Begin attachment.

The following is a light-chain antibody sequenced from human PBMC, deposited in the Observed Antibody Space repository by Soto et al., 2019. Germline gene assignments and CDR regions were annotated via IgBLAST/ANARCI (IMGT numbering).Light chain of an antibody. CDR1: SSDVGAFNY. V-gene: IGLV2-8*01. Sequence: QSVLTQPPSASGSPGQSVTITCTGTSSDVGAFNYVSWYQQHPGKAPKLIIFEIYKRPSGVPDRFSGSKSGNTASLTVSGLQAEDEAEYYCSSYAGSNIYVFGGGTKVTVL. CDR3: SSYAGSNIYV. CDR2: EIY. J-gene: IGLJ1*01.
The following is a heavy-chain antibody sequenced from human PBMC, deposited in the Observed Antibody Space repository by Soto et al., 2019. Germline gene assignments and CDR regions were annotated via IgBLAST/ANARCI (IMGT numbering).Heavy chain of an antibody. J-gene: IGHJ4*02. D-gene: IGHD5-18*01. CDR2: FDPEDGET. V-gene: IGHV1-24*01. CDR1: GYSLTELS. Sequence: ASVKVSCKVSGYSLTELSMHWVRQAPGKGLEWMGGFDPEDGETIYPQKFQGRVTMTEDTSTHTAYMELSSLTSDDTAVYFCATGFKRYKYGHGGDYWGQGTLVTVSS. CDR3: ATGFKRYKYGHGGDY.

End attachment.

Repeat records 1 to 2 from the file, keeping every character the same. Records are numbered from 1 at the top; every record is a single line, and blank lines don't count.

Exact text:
The following is a light-chain antibody sequenced from human PBMC, deposited in the Observed Antibody Space repository by Soto et al., 2019. Germline gene assignments and CDR regions were annotated via IgBLAST/ANARCI (IMGT numbering).Light chain of an antibody. CDR1: SSDVGAFNY. V-gene: IGLV2-8*01. Sequence: QSVLTQPPSASGSPGQSVTITCTGTSSDVGAFNYVSWYQQHPGKAPKLIIFEIYKRPSGVPDRFSGSKSGNTASLTVSGLQAEDEAEYYCSSYAGSNIYVFGGGTKVTVL. CDR3: SSYAGSNIYV. CDR2: EIY. J-gene: IGLJ1*01.
The following is a heavy-chain antibody sequenced from human PBMC, deposited in the Observed Antibody Space repository by Soto et al., 2019. Germline gene assignments and CDR regions were annotated via IgBLAST/ANARCI (IMGT numbering).Heavy chain of an antibody. J-gene: IGHJ4*02. D-gene: IGHD5-18*01. CDR2: FDPEDGET. V-gene: IGHV1-24*01. CDR1: GYSLTELS. Sequence: ASVKVSCKVSGYSLTELSMHWVRQAPGKGLEWMGGFDPEDGETIYPQKFQGRVTMTEDTSTHTAYMELSSLTSDDTAVYFCATGFKRYKYGHGGDYWGQGTLVTVSS. CDR3: ATGFKRYKYGHGGDY.